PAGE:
Sunday, July 29, 2007

Rant: New Zealand gave women the vote, and then did nothing else (part 3)

Not only is birth control expensive in NZ, you have to see a doctor twice a year to get it (for anything other than condoms), and they are expensive too. Tubal ligations are fully funded, but there is a waiting list and they are more dangerous, more invasive, and more permanent than vasectomies (which are not funded, unless there are exceptional circumstances).

On the flip side of the coin, fertility treatment is easier to get if you smoke, if you or your partner has been voluntarily sterilised and changed your mind, or if you prefer not to have sex with a man. A couple that has no specific, diagnosed infertility has to wait five years before they can get help, making pregnancy and birth riskier, and the parents five years older.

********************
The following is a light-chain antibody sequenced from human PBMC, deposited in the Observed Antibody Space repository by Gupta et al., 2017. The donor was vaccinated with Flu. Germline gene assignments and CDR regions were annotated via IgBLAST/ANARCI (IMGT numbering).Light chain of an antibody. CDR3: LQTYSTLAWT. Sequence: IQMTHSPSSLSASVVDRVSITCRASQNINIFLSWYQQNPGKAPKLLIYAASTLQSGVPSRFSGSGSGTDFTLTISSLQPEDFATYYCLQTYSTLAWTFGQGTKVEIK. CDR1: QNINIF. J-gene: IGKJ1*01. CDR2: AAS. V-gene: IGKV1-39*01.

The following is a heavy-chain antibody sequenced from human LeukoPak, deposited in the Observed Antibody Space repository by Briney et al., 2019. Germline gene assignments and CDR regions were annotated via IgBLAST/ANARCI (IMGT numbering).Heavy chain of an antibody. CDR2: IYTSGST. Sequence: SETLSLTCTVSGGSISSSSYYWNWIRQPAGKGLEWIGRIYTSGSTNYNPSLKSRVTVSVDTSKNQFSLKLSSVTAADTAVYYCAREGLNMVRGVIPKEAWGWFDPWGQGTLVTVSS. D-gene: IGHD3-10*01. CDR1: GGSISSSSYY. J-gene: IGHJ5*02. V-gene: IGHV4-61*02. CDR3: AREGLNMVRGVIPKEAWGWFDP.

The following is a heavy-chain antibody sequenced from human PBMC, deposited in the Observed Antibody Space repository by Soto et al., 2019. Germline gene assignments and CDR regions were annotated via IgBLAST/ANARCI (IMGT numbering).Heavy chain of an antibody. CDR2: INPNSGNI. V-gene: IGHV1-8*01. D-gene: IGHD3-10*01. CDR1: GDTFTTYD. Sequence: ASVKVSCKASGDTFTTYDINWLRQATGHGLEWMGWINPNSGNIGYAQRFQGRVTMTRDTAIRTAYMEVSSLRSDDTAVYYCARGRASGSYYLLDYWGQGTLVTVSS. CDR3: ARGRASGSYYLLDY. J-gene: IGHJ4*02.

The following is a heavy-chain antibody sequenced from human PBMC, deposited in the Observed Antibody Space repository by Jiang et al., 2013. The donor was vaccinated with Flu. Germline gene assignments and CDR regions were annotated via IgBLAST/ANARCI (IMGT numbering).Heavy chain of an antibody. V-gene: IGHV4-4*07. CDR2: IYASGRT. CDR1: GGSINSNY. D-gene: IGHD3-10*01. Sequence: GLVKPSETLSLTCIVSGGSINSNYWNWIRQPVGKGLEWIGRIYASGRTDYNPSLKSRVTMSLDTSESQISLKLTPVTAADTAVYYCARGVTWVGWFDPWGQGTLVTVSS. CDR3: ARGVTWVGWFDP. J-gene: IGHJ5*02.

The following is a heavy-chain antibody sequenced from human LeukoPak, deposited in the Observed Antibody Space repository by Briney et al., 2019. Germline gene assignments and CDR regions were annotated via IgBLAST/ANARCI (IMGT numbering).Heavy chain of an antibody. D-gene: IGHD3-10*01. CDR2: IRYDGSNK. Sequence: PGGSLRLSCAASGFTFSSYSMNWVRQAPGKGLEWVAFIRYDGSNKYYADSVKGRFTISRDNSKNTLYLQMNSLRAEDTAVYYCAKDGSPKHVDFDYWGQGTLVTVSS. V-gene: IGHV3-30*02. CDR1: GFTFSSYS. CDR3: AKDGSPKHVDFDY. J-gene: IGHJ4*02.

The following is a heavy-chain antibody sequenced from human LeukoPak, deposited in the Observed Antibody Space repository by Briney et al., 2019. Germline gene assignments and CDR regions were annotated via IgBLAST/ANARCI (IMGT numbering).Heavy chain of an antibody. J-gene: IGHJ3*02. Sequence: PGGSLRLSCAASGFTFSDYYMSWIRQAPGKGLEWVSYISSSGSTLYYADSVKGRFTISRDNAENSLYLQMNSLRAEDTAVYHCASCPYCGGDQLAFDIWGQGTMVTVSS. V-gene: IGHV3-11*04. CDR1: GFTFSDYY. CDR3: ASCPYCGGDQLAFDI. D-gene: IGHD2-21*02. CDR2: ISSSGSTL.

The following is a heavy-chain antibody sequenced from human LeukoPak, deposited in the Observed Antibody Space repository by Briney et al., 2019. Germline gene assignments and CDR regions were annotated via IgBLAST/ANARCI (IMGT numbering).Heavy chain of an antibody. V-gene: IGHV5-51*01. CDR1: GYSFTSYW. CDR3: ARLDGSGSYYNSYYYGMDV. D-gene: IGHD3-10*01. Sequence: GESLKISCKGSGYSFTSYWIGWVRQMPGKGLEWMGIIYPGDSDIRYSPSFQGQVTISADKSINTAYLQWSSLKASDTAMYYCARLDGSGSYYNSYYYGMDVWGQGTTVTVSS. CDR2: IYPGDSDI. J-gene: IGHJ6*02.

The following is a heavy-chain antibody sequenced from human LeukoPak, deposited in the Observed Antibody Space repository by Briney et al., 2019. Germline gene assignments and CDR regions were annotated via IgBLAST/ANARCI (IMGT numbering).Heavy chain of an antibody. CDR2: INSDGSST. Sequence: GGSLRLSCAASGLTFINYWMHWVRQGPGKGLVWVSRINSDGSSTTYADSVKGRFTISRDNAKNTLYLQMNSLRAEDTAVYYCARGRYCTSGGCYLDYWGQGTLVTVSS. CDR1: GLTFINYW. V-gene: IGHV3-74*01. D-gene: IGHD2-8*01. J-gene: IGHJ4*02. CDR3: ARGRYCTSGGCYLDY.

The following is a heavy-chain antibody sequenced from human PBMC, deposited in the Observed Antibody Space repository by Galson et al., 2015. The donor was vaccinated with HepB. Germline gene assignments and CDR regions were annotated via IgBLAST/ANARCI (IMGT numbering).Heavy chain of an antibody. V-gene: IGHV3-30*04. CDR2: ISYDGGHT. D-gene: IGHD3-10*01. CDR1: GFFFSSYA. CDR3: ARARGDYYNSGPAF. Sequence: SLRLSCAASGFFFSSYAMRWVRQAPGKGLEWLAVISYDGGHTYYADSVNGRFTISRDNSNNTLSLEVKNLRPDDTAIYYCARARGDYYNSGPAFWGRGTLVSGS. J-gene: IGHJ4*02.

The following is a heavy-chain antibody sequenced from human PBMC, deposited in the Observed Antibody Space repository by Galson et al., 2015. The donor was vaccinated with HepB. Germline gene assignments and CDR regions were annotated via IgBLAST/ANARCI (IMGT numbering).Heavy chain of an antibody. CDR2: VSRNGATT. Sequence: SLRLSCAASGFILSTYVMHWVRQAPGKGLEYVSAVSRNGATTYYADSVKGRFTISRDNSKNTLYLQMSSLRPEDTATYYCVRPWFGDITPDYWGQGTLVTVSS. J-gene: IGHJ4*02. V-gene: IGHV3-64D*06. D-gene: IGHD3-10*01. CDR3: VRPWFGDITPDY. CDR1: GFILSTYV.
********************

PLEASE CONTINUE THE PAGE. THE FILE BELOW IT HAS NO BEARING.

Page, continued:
So, in New Zealand, abortion is actually cheaper to acquire than any other form of birth control. There is no safe, reliable birth control for any woman who eventually wants children, but has anything wrong with her intestines at all (or indeed for teenagers who routinely drink too much, shag someone random, and throw up their pill). On the other hand if you want to get pregnant, you should make some poor choices there, too.

Frankly, I agree with the handwringing politicians, that New Zealand does need a unified approach to reproduction, including a review of the old laws, but since these things cost money (and NZ doesn't like to spend money on women's health), and they might get the government voted out, I'm not holding my breath.

1 comment:

Anastasia said...

I've never understood this kind of government reasoning.

It is a lot more expensive to pay for childbirth and kids on going health care, than decent birth control.

I think it has to do with the fantasy that only married people want to have sex.

You would think from a purely pragmatic cost effective view point they'd at least look at it. Ack Well.